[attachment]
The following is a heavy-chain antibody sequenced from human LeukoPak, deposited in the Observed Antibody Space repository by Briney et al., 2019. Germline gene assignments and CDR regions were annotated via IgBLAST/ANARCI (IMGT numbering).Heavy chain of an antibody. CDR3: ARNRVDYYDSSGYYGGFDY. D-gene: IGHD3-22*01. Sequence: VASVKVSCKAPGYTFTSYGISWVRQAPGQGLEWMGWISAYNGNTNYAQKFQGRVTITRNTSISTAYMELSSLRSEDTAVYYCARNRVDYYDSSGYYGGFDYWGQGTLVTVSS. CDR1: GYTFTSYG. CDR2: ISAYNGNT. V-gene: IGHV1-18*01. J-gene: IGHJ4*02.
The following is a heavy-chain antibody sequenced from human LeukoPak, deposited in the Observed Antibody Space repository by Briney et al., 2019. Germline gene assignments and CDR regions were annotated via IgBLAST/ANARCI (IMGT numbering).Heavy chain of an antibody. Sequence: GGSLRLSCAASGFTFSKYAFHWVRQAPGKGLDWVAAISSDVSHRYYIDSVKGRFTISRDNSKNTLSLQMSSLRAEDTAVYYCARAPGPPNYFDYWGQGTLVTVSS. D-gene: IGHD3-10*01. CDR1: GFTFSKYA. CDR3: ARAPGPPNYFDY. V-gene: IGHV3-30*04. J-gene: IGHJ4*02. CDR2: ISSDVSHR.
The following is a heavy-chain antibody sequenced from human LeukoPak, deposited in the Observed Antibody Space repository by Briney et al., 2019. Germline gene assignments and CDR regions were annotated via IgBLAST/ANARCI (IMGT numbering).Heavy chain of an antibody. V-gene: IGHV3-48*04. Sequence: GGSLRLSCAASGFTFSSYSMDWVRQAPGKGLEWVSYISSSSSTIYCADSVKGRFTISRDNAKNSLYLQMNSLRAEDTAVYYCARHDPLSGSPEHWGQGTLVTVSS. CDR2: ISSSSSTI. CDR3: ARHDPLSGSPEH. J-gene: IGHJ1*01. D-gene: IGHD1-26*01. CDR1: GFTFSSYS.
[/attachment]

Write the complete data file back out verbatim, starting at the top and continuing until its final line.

The following is a heavy-chain antibody sequenced from human LeukoPak, deposited in the Observed Antibody Space repository by Briney et al., 2019. Germline gene assignments and CDR regions were annotated via IgBLAST/ANARCI (IMGT numbering).Heavy chain of an antibody. CDR3: ARNRVDYYDSSGYYGGFDY. D-gene: IGHD3-22*01. Sequence: VASVKVSCKAPGYTFTSYGISWVRQAPGQGLEWMGWISAYNGNTNYAQKFQGRVTITRNTSISTAYMELSSLRSEDTAVYYCARNRVDYYDSSGYYGGFDYWGQGTLVTVSS. CDR1: GYTFTSYG. CDR2: ISAYNGNT. V-gene: IGHV1-18*01. J-gene: IGHJ4*02.
The following is a heavy-chain antibody sequenced from human LeukoPak, deposited in the Observed Antibody Space repository by Briney et al., 2019. Germline gene assignments and CDR regions were annotated via IgBLAST/ANARCI (IMGT numbering).Heavy chain of an antibody. Sequence: GGSLRLSCAASGFTFSKYAFHWVRQAPGKGLDWVAAISSDVSHRYYIDSVKGRFTISRDNSKNTLSLQMSSLRAEDTAVYYCARAPGPPNYFDYWGQGTLVTVSS. D-gene: IGHD3-10*01. CDR1: GFTFSKYA. CDR3: ARAPGPPNYFDY. V-gene: IGHV3-30*04. J-gene: IGHJ4*02. CDR2: ISSDVSHR.
The following is a heavy-chain antibody sequenced from human LeukoPak, deposited in the Observed Antibody Space repository by Briney et al., 2019. Germline gene assignments and CDR regions were annotated via IgBLAST/ANARCI (IMGT numbering).Heavy chain of an antibody. V-gene: IGHV3-48*04. Sequence: GGSLRLSCAASGFTFSSYSMDWVRQAPGKGLEWVSYISSSSSTIYCADSVKGRFTISRDNAKNSLYLQMNSLRAEDTAVYYCARHDPLSGSPEHWGQGTLVTVSS. CDR2: ISSSSSTI. CDR3: ARHDPLSGSPEH. J-gene: IGHJ1*01. D-gene: IGHD1-26*01. CDR1: GFTFSSYS.